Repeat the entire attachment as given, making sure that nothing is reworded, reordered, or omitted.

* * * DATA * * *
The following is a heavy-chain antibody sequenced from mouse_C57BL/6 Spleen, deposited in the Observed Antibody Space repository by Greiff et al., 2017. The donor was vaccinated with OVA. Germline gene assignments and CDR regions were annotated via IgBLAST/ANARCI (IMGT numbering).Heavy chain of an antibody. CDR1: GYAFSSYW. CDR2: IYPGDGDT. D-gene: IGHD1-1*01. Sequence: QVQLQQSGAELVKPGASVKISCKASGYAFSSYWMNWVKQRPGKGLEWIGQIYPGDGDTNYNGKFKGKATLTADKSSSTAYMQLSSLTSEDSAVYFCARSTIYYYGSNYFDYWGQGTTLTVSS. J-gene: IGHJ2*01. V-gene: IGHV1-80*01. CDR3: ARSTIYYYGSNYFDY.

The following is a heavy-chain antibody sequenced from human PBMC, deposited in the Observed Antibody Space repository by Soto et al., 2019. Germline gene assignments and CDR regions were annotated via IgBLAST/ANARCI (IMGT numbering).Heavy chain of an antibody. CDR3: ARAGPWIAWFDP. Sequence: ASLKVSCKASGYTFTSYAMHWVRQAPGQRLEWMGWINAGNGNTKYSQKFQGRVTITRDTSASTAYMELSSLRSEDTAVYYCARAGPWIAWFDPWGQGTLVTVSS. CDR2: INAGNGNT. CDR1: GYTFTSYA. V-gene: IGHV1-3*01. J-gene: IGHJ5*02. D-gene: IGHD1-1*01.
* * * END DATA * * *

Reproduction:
The following is a heavy-chain antibody sequenced from mouse_C57BL/6 Spleen, deposited in the Observed Antibody Space repository by Greiff et al., 2017. The donor was vaccinated with OVA. Germline gene assignments and CDR regions were annotated via IgBLAST/ANARCI (IMGT numbering).Heavy chain of an antibody. CDR1: GYAFSSYW. CDR2: IYPGDGDT. D-gene: IGHD1-1*01. Sequence: QVQLQQSGAELVKPGASVKISCKASGYAFSSYWMNWVKQRPGKGLEWIGQIYPGDGDTNYNGKFKGKATLTADKSSSTAYMQLSSLTSEDSAVYFCARSTIYYYGSNYFDYWGQGTTLTVSS. J-gene: IGHJ2*01. V-gene: IGHV1-80*01. CDR3: ARSTIYYYGSNYFDY.

The following is a heavy-chain antibody sequenced from human PBMC, deposited in the Observed Antibody Space repository by Soto et al., 2019. Germline gene assignments and CDR regions were annotated via IgBLAST/ANARCI (IMGT numbering).Heavy chain of an antibody. CDR3: ARAGPWIAWFDP. Sequence: ASLKVSCKASGYTFTSYAMHWVRQAPGQRLEWMGWINAGNGNTKYSQKFQGRVTITRDTSASTAYMELSSLRSEDTAVYYCARAGPWIAWFDPWGQGTLVTVSS. CDR2: INAGNGNT. CDR1: GYTFTSYA. V-gene: IGHV1-3*01. J-gene: IGHJ5*02. D-gene: IGHD1-1*01.